David Burtle is undergoing physical therapy and said he hopes to return to work, even on a limited basis, in the next few weeks. His adopted daughter, Cassie Aldridge, 32, of Springfield, has organized a fundraising event, complete with food and a silent auction, to help offset lost wages and any out-of-pocket medical costs not covered by Burtle's employer-sponsored health insurance.
The fundraiser is scheduled from noon to 5 p.m. Saturday at the Stadium Bar and Grill, 2300 N. Peoria Road.
Missie Burtle, an office worker at S&K, said she is grateful for the local cyclists and medical experts at Springfield hospitals who came to her husband's aid.
She said she and her husband consider themselves "spiritual" but aren't churchgoers. She said something more than luck saved her husband.
"He should not be here," Missie Burtle said. "There's absolutely no way somebody wasn't looking out for him."
Goldstein said it may be frustrating to the general public that Burtle had a heart attack despite his clean living. But Burtle's near-death experience, Goldstein said, underscores the fact that heart disease is the nation's No. 1 killer.
"If it can strike David Burtle, it can strike anybody," he said.
Experts say that half of all heart attacks occur in patients without obvious symptoms of heart disease such as shortness of breath or chest pain.
What apparently happened is that fatty deposits already present in Burtle's arteries broke off for some reason and caused a total or near-total blockage that led to the heart attack, Goldstein said.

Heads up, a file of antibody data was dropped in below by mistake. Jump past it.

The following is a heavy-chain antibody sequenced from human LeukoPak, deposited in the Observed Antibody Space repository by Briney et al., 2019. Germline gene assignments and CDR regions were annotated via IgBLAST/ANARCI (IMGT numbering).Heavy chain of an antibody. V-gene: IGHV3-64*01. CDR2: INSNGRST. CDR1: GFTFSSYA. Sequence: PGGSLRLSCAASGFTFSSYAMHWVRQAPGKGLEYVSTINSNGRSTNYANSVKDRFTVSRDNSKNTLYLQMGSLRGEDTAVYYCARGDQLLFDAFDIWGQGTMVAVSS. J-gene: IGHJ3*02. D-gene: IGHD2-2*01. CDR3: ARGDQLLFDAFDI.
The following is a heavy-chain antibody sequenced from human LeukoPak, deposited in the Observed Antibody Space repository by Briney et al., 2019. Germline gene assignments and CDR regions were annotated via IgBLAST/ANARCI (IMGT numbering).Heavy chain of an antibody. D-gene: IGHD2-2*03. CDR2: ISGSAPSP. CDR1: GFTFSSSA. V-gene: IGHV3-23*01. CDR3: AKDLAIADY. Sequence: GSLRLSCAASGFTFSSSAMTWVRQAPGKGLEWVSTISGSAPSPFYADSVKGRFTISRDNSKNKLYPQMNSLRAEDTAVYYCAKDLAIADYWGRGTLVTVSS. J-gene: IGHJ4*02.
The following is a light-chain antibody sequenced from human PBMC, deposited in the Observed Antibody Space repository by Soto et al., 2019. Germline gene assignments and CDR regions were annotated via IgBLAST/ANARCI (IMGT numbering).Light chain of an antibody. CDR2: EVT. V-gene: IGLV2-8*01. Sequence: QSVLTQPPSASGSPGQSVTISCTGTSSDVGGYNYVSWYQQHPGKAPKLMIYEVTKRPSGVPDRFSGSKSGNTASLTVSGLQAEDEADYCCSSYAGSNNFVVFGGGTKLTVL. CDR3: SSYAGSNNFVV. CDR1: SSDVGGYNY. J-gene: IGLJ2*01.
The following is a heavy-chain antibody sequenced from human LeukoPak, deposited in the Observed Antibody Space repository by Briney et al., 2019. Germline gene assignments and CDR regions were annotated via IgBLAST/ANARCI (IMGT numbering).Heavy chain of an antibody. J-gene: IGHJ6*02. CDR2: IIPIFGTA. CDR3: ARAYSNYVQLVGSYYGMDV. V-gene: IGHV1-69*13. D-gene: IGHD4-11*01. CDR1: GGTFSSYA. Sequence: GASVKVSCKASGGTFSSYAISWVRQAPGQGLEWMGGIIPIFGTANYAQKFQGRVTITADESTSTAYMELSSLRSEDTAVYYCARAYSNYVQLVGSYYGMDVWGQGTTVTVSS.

One lesson from Burtle's story, Goldstein and Bland said, is that people should pay attention, and talk with their doctors, when it comes to risk factors, especially if they smoke, have diabetes, high blood pressure or other chronic conditions, as well as a family history of heart disease.
A specialized X-ray scan of the heart known as "calcium scoring" might have given some indication of whether Burtle was at risk of a heart attack, Goldstein said. Patients may want to talk with their doctors about the value of such a test, he said.
Schien, an employee of Velo Mine, a local bike shop, said the experience made him more appreciative of life and the compassion of the local cycling community.
Bland said he and the other cyclists finished their ride May 16 after Burtle was driven away. Later that night, after he learned Burtle survived, Bland said he rewarded himself with a long shower and two glasses of wine.
"After much reflection, I can honestly say that we did the best that could have been done under the circumstances," Bland said. "I'm glad it worked out so well—a great team effort."
Robinson, a correctional officer at Logan Correctional Center, said the happy ending for Burtle has given him an emotional lift.
"It's a surreal feeling that you don't want to get over," Robinson said. "We are all glad that we were there so he could pull through and stay around a while longer."